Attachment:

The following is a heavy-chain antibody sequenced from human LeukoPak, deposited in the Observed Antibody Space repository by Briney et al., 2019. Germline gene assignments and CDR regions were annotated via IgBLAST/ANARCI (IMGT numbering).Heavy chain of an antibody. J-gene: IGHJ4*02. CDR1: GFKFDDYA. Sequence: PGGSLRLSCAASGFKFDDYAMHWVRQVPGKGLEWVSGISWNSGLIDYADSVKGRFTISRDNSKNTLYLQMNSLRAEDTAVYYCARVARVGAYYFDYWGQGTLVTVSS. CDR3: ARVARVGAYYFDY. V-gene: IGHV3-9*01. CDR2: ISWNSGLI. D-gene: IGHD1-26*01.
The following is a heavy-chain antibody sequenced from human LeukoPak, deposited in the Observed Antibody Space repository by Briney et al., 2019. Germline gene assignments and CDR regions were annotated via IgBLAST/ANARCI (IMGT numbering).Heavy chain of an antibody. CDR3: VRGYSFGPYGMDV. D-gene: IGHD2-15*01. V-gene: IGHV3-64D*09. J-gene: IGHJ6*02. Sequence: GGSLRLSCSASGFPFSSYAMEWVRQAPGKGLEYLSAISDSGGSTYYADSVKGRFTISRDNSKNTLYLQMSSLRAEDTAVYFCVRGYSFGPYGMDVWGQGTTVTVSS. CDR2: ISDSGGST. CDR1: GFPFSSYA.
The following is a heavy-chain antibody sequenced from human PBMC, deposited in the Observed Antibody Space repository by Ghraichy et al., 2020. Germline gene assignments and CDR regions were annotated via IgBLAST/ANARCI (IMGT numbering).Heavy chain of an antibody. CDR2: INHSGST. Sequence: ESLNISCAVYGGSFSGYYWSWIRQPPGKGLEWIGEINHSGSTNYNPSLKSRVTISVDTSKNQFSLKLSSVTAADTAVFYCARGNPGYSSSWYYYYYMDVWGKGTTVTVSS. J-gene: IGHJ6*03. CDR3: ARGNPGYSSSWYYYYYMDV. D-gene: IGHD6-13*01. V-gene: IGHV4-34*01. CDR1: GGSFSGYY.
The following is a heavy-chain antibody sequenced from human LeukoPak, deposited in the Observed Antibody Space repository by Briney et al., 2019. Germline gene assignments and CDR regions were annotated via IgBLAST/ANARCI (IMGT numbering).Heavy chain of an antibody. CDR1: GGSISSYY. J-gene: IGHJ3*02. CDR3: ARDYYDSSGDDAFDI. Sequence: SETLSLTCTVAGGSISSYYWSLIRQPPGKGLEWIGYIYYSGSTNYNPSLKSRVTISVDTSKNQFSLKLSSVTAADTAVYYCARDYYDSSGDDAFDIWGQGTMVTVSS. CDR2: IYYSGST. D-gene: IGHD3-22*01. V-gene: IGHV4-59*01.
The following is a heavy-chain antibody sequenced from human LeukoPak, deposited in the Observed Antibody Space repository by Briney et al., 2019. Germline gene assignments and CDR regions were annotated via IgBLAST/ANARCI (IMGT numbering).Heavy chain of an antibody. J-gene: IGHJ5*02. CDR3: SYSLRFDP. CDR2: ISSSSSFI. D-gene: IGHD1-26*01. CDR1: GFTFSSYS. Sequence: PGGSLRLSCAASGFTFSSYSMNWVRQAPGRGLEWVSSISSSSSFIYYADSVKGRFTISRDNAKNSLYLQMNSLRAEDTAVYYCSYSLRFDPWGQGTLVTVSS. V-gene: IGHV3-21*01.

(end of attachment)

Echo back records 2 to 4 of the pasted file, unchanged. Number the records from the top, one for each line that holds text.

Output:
The following is a heavy-chain antibody sequenced from human LeukoPak, deposited in the Observed Antibody Space repository by Briney et al., 2019. Germline gene assignments and CDR regions were annotated via IgBLAST/ANARCI (IMGT numbering).Heavy chain of an antibody. CDR3: VRGYSFGPYGMDV. D-gene: IGHD2-15*01. V-gene: IGHV3-64D*09. J-gene: IGHJ6*02. Sequence: GGSLRLSCSASGFPFSSYAMEWVRQAPGKGLEYLSAISDSGGSTYYADSVKGRFTISRDNSKNTLYLQMSSLRAEDTAVYFCVRGYSFGPYGMDVWGQGTTVTVSS. CDR2: ISDSGGST. CDR1: GFPFSSYA.
The following is a heavy-chain antibody sequenced from human PBMC, deposited in the Observed Antibody Space repository by Ghraichy et al., 2020. Germline gene assignments and CDR regions were annotated via IgBLAST/ANARCI (IMGT numbering).Heavy chain of an antibody. CDR2: INHSGST. Sequence: ESLNISCAVYGGSFSGYYWSWIRQPPGKGLEWIGEINHSGSTNYNPSLKSRVTISVDTSKNQFSLKLSSVTAADTAVFYCARGNPGYSSSWYYYYYMDVWGKGTTVTVSS. J-gene: IGHJ6*03. CDR3: ARGNPGYSSSWYYYYYMDV. D-gene: IGHD6-13*01. V-gene: IGHV4-34*01. CDR1: GGSFSGYY.
The following is a heavy-chain antibody sequenced from human LeukoPak, deposited in the Observed Antibody Space repository by Briney et al., 2019. Germline gene assignments and CDR regions were annotated via IgBLAST/ANARCI (IMGT numbering).Heavy chain of an antibody. CDR1: GGSISSYY. J-gene: IGHJ3*02. CDR3: ARDYYDSSGDDAFDI. Sequence: SETLSLTCTVAGGSISSYYWSLIRQPPGKGLEWIGYIYYSGSTNYNPSLKSRVTISVDTSKNQFSLKLSSVTAADTAVYYCARDYYDSSGDDAFDIWGQGTMVTVSS. CDR2: IYYSGST. D-gene: IGHD3-22*01. V-gene: IGHV4-59*01.